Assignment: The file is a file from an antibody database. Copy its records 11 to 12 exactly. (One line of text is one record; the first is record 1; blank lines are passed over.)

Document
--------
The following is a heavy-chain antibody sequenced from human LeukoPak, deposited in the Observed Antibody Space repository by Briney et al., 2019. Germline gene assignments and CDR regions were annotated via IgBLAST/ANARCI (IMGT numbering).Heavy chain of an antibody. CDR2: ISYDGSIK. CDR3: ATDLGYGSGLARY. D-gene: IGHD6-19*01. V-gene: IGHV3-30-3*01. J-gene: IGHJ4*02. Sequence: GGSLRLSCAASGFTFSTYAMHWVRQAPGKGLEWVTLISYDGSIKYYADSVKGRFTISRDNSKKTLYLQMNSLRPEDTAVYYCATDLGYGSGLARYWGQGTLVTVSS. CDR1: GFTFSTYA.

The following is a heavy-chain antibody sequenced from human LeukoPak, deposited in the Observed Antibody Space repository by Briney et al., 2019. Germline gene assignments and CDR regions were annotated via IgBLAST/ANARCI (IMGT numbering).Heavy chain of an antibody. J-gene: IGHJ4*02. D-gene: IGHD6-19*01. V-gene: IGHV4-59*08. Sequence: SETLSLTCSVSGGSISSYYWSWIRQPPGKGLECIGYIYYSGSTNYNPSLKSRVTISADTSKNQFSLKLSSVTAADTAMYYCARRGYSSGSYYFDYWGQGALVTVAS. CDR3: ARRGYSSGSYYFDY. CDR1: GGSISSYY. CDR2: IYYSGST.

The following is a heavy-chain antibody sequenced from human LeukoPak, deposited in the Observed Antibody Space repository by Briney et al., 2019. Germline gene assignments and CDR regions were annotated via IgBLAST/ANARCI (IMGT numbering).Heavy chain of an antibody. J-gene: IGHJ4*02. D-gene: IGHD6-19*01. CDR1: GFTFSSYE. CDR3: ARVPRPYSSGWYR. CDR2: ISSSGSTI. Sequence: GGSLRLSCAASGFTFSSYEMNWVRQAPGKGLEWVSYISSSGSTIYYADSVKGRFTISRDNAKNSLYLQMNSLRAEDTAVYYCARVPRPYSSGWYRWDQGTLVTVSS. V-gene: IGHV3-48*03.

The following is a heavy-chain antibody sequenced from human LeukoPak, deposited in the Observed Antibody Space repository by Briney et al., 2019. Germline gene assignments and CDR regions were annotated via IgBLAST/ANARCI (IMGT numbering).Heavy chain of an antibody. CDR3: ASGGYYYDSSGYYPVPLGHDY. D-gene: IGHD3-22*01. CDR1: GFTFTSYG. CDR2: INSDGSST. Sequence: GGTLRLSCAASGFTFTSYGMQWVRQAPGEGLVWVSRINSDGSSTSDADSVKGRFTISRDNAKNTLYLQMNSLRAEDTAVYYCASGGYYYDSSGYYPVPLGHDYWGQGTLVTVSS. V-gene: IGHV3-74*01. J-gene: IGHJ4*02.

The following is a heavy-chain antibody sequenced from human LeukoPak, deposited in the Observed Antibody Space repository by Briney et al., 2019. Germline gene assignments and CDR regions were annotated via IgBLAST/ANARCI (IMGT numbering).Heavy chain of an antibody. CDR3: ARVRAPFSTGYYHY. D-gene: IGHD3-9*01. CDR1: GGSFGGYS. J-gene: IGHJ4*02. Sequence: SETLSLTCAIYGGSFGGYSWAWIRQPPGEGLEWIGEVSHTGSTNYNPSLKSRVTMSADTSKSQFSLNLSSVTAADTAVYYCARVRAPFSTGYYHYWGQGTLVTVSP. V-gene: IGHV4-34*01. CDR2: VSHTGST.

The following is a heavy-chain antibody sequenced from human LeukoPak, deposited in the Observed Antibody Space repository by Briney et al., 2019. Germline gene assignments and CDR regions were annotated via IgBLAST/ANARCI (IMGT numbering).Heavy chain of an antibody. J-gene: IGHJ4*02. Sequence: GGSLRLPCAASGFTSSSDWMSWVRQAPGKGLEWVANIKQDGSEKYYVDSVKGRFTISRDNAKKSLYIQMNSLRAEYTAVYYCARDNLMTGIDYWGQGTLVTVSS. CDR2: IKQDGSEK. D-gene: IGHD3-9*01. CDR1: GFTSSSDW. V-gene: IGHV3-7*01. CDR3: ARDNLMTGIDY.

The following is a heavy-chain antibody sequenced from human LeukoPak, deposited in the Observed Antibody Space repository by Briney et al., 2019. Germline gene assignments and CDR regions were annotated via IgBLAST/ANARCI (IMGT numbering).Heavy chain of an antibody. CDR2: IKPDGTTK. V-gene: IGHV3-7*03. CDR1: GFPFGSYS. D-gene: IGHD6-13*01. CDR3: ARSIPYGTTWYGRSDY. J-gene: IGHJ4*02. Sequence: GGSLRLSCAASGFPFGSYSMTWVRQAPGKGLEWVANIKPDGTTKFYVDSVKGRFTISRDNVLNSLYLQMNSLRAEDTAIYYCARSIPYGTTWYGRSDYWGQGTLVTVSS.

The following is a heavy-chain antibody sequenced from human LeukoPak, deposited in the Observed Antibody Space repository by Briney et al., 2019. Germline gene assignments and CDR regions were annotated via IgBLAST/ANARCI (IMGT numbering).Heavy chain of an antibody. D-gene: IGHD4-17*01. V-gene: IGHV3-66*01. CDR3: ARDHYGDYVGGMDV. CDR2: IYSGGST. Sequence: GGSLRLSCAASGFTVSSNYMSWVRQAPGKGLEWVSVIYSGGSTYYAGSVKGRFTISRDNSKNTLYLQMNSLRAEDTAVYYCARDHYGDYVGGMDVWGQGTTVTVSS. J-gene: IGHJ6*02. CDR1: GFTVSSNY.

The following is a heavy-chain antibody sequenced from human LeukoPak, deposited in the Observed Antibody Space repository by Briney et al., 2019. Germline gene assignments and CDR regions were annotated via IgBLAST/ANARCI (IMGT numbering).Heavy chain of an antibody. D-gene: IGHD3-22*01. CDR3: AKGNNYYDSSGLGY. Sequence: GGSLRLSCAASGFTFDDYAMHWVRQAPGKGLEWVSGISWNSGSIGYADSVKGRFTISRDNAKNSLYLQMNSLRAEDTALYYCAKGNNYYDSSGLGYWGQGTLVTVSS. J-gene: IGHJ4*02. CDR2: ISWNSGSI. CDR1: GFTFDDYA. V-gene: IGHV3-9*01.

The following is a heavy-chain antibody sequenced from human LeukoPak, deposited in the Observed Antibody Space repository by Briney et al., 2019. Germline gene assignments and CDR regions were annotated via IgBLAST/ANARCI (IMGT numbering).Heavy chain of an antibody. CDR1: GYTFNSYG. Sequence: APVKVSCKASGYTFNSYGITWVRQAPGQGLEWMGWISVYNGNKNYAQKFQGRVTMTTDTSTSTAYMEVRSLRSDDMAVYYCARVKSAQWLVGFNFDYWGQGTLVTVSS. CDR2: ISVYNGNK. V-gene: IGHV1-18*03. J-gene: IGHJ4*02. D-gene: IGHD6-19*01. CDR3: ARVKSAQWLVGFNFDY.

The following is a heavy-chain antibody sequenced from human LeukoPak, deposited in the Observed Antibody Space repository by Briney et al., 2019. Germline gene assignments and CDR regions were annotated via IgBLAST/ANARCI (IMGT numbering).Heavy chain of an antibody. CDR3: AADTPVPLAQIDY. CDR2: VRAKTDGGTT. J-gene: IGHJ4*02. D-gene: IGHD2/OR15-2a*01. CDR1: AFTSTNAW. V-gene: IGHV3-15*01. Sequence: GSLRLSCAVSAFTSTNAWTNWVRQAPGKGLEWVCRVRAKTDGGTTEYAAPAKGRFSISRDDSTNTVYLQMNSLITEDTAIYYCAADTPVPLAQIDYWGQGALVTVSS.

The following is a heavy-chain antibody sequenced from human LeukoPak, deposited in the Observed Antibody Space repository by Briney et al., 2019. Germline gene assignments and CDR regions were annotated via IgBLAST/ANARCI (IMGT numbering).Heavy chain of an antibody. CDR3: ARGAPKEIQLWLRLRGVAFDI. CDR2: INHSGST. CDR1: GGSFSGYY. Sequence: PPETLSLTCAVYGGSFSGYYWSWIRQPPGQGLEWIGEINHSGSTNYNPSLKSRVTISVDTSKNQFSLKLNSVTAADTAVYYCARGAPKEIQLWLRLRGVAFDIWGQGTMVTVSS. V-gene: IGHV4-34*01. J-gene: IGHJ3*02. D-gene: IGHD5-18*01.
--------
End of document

The following is a heavy-chain antibody sequenced from human LeukoPak, deposited in the Observed Antibody Space repository by Briney et al., 2019. Germline gene assignments and CDR regions were annotated via IgBLAST/ANARCI (IMGT numbering).Heavy chain of an antibody. CDR3: AADTPVPLAQIDY. CDR2: VRAKTDGGTT. J-gene: IGHJ4*02. D-gene: IGHD2/OR15-2a*01. CDR1: AFTSTNAW. V-gene: IGHV3-15*01. Sequence: GSLRLSCAVSAFTSTNAWTNWVRQAPGKGLEWVCRVRAKTDGGTTEYAAPAKGRFSISRDDSTNTVYLQMNSLITEDTAIYYCAADTPVPLAQIDYWGQGALVTVSS.

The following is a heavy-chain antibody sequenced from human LeukoPak, deposited in the Observed Antibody Space repository by Briney et al., 2019. Germline gene assignments and CDR regions were annotated via IgBLAST/ANARCI (IMGT numbering).Heavy chain of an antibody. CDR3: ARGAPKEIQLWLRLRGVAFDI. CDR2: INHSGST. CDR1: GGSFSGYY. Sequence: PPETLSLTCAVYGGSFSGYYWSWIRQPPGQGLEWIGEINHSGSTNYNPSLKSRVTISVDTSKNQFSLKLNSVTAADTAVYYCARGAPKEIQLWLRLRGVAFDIWGQGTMVTVSS. V-gene: IGHV4-34*01. J-gene: IGHJ3*02. D-gene: IGHD5-18*01.